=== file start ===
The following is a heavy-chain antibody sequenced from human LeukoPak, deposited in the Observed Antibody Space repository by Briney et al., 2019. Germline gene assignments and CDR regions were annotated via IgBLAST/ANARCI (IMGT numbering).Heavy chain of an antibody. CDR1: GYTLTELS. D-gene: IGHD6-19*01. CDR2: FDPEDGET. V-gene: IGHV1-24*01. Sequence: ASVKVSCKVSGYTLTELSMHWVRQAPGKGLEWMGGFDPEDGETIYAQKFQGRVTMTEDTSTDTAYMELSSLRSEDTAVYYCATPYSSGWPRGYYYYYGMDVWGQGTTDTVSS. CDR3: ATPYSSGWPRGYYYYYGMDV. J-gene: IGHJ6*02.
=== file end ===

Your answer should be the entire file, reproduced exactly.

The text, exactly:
The following is a heavy-chain antibody sequenced from human LeukoPak, deposited in the Observed Antibody Space repository by Briney et al., 2019. Germline gene assignments and CDR regions were annotated via IgBLAST/ANARCI (IMGT numbering).Heavy chain of an antibody. CDR1: GYTLTELS. D-gene: IGHD6-19*01. CDR2: FDPEDGET. V-gene: IGHV1-24*01. Sequence: ASVKVSCKVSGYTLTELSMHWVRQAPGKGLEWMGGFDPEDGETIYAQKFQGRVTMTEDTSTDTAYMELSSLRSEDTAVYYCATPYSSGWPRGYYYYYGMDVWGQGTTDTVSS. CDR3: ATPYSSGWPRGYYYYYGMDV. J-gene: IGHJ6*02.